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J Patient Saf. 2014 Mar;10(1):45-51. doi: 10.1097/PTS.0b013e31829e4b68.

Understanding the barriers to physician error reporting and disclosure: a systemic approach to a systemic problem.

Author information

  • 1From the *America's Essential Hospitals, Washington, DC; †Division Chief, Patient Safety and Clinical Excellence, Patient Safety Officer, Florida Hospital. Celebration, Florida; ‡Armstrong Institute for Patient Safety & Quality, and, Department of Anesthesiology and Critical Care Medicine, Johns Hopkins School of Medicine, Baltimore, Maryland; §University of Central Florida, College of Health and Public Affairs, Department of Social Work; and ∥University of Central Florida, College of Health and Public Affairs, Department of Public Affairs, Orlando, Florida.

Abstract

INTRODUCTION:

The issues of medical errors and medical malpractice have stimulated significant interest in establishing transparency in health care, in other words, ensuring that medical professionals formally report medical errors and disclose related outcomes to patients and families. However, research has amply shown that transparency is not a universal practice among physicians.

METHODS:

A review of the literature was carried out using the search terms "transparency," "patient safety," "disclosure," "medical error," "error reporting," "medical malpractice," "doctor-patient relationship," and "physician" to find articles describing physician barriers to transparency.

RESULTS:

The current literature underscores that a complex Web of factors influence physician reluctance to engage in transparency. Specifically, 4 domains of barriers emerged from this analysis: intrapersonal, interpersonal, institutional, and societal.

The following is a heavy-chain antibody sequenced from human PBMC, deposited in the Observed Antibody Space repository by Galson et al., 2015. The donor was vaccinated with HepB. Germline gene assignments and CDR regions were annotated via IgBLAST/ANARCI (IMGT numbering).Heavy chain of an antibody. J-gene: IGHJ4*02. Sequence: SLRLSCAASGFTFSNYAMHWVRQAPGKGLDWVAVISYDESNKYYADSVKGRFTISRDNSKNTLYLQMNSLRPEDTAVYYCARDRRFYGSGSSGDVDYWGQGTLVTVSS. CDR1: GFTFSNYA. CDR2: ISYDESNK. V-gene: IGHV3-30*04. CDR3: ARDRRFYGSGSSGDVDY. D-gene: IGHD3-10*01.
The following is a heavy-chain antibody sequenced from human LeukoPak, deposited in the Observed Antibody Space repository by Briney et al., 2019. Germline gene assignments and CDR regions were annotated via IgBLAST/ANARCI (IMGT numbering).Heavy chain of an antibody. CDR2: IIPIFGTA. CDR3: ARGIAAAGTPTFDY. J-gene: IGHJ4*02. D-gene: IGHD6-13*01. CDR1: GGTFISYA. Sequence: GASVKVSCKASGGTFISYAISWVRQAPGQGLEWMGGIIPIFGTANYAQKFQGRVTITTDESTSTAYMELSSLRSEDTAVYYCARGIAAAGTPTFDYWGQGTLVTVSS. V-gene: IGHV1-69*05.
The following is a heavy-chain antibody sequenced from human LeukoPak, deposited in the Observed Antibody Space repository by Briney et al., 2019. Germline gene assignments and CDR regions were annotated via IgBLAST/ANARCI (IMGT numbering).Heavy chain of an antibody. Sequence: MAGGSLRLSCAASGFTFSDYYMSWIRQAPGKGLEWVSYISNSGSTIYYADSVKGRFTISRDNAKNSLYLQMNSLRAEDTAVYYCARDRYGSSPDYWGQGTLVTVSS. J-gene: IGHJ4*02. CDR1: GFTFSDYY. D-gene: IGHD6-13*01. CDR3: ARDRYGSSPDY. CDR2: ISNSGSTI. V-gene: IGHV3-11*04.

CONCLUSION:

Transparency initiatives will require vigorous, interdisciplinary efforts to address the systemic and pervasive nature of the problem. Several ethical and social-psychological barriers suggest that medical schools and hospitals should collaborate to establish continuity in education and ensure that knowledge acquired in early education is transferred into long-term learning. At the institutional level, practical and cultural barriers suggest the creation of supportive learning environments and private discussion forums where physicians can seek moral support in the aftermath of an error. To overcome resistance to culture transformation, incremental change should be considered, for example, replacing arcane transparency policies and complex reporting mechanisms with clear, user-friendly guidelines.

PMID:
24553443
[PubMed - indexed for MEDLINE]
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